My first suggestion for tall golfers is to ensure that you have the correct length shafts. If you have no idea how to determine that, there are two options. The most affordable and less effective route is to self-diagnose. You can use a shaft length chart offered by golf brands such as Callaway.
However, if you are a player with cash to burn, consider beings custom-fitted. A fitter will identify the ideal shaft, lie angle, and loft for your swing. This helps optimize your launch angle for superior flight, carry distance and accuracy.
Employing long-length clubs for your swing helps you maintain the desired posture to prompt a fluid swing. Therefore, you enjoy a consistent swing path and increased power for added distance and accuracy.
2. Stand A Suitable Length Away From The Ball
The floor measurement between you and your golf ball is vital, as it impacts every element of your swing. When you stand too close to the golf ball, you leave minimal space for your hands to take the club away freely. Golf coach Clay Ballard highlights this issue in the below video:
This restriction prevents you from swinging freely. As a result, it slows down your clubhead speed and reduces your coefficient of restitution (C.O.R) at impact.
Find a comfortable posture for you and adjust your position away from the ball according to it. Don’t change your posture based on where you are standing, as that is a recipe for disaster.
As Ballard shows in his video, you get your posture correct first. Then you move towards or away from your ball until you are comfortable.
3. Place The Ball Correctly In Your Stance
Once you are satisfied with your posture, address the ball and place it in a favorable position. If your ball is teed up, set it up in line with the heel of your front foot. Position the ball 1.5 to 2-inches back from your driver position when striking fairway woods.
Continue to place the ball 1 to 1.5-inches back in your stance for every club, including your long irons and wedges. Take a practice swing and ensure that the low point of your swing is in-line with the ball for iron strikes. Conversely, your swing’s low point should occur briefly before impact on tee shots.
4. Swing Slower
As a tall strapping individual, you may be tempted to channel your inner Kyle Berkshire. However, if you swing rapidly and lose your rhythm, your swing arc may be as erratic as Pinocchio’s polygraph results.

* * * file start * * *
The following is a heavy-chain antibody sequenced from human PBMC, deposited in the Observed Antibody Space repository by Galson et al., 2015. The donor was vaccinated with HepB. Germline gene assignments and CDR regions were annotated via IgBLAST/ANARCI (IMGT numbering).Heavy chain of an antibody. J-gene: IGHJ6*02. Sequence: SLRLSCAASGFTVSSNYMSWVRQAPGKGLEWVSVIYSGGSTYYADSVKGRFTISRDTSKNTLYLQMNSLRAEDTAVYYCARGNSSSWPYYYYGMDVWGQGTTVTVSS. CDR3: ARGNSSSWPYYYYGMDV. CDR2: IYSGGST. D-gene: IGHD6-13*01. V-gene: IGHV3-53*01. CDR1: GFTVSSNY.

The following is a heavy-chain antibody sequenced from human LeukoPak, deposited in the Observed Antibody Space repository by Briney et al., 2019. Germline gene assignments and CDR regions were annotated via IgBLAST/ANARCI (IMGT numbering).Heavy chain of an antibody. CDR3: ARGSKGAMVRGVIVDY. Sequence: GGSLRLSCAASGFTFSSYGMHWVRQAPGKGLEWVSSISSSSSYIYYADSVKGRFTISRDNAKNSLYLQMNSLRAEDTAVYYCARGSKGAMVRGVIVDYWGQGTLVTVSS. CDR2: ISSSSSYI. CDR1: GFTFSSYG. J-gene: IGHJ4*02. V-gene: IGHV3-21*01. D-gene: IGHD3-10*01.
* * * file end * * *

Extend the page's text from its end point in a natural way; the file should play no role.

Take it easy, and slow things down. Ernie Els is an excellent example of this. In an analysis of his swing, the PGA shows that when he generates 113.33 mph of clubhead speed, he hits it 294.8-yards.
It may be 28.7-yards shorter than the longest hitter and fastest swinger on Tour this season. However, 294.8-yards is no reason to stick your nose up.
The point is that the 4-time major winner has earned the nickname the “Big Easy” because he never forces his swing. Focus on striking the ball cleanly and optimizing your C.O.R, for consistent distance.
5. Shorten Your Backswing
I struggled with accuracy in my long game over the last 3 years. It was caused by a bad swing that went on every path except the intended one. The results were numerous slices and lost golf balls. It took me to the brink of wanting to give up the game.
Fortunately, I came to my senses and shortened my swing. This limits the damage of my bad shots but is successful for the most part. I shot my best round in years this week when I returned a +4, 76. It is still nowhere near my glory days, and I have lost several yards, but I will take the accuracy.
Work on a half or ¾ swing on the range to get used to the motion. I swing to the ¾ quarter mark and pause before hurtling my clubface towards the ball. This boosts muscle memory to help you repeat this process seamlessly on the links.
6. Optimize Your Rotation
I spoke about swaying and limited hip rotation. Without it, you lose power and struggle to get your clubface square through impact. Golf Digest Top Instructor Todd Kolb provides a simple drill to work on rotation:
Grip your golf club and address the ball. As you take away your golf club, step back with your trailing leg. If you are right-handed, that is your right leg. Then commence your downswing and step forward. The purpose is to help you feel how your hips rotate and give you a sense of the additional power it provides.
While Kolb provides tips on hip rotation, we have a detailed guide on shoulder turn drills you can practice. Combining these exercises will lead to superior power through impact for a high, long shot.
Related: If you are a shorter golfer, read our post on how to tell when your golf clubs are too long. Make sure you attend to this issue swiftly to enjoy better results on the links.